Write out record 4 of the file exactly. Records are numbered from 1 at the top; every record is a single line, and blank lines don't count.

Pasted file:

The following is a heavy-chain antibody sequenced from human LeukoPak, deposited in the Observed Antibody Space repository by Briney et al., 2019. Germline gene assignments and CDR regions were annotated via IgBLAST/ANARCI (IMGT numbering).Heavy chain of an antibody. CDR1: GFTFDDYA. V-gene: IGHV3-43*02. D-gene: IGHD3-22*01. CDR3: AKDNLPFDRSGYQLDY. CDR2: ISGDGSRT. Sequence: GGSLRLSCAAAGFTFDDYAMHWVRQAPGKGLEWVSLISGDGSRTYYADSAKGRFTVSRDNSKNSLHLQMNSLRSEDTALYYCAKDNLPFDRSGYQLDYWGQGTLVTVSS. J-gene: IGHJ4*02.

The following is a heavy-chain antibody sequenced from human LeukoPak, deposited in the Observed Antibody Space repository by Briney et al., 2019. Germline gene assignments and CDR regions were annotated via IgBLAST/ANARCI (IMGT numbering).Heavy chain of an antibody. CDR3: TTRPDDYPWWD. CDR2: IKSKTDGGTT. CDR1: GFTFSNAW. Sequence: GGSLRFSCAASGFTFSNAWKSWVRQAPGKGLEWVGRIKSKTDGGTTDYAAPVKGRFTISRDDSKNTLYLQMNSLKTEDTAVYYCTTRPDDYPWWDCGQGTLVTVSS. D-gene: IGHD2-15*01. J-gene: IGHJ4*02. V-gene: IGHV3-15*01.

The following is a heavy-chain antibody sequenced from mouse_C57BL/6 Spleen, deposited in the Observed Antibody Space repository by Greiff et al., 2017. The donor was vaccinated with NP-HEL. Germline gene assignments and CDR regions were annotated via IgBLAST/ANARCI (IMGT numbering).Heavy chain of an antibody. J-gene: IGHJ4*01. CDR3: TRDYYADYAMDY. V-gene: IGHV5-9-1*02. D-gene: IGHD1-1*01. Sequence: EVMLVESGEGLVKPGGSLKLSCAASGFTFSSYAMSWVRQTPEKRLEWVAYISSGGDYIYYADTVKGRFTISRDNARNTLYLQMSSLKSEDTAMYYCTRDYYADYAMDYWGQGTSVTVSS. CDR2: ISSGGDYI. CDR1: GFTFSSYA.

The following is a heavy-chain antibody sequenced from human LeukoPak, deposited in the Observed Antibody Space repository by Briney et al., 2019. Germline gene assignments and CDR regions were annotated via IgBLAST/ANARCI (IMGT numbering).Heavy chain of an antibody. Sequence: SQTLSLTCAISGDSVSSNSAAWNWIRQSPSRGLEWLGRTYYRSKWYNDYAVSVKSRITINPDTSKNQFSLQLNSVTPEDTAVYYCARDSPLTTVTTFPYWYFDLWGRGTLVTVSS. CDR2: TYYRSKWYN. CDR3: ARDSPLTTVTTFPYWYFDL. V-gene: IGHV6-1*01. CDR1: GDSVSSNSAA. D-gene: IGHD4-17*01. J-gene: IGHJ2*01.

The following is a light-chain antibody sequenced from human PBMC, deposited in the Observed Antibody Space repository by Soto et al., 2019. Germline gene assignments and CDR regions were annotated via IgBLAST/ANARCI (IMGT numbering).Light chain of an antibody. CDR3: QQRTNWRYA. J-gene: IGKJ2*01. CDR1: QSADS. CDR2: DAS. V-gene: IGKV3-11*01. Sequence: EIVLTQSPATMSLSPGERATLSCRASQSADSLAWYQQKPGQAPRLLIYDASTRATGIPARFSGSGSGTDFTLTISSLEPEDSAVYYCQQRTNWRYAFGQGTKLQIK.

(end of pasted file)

The following is a heavy-chain antibody sequenced from human LeukoPak, deposited in the Observed Antibody Space repository by Briney et al., 2019. Germline gene assignments and CDR regions were annotated via IgBLAST/ANARCI (IMGT numbering).Heavy chain of an antibody. Sequence: SQTLSLTCAISGDSVSSNSAAWNWIRQSPSRGLEWLGRTYYRSKWYNDYAVSVKSRITINPDTSKNQFSLQLNSVTPEDTAVYYCARDSPLTTVTTFPYWYFDLWGRGTLVTVSS. CDR2: TYYRSKWYN. CDR3: ARDSPLTTVTTFPYWYFDL. V-gene: IGHV6-1*01. CDR1: GDSVSSNSAA. D-gene: IGHD4-17*01. J-gene: IGHJ2*01.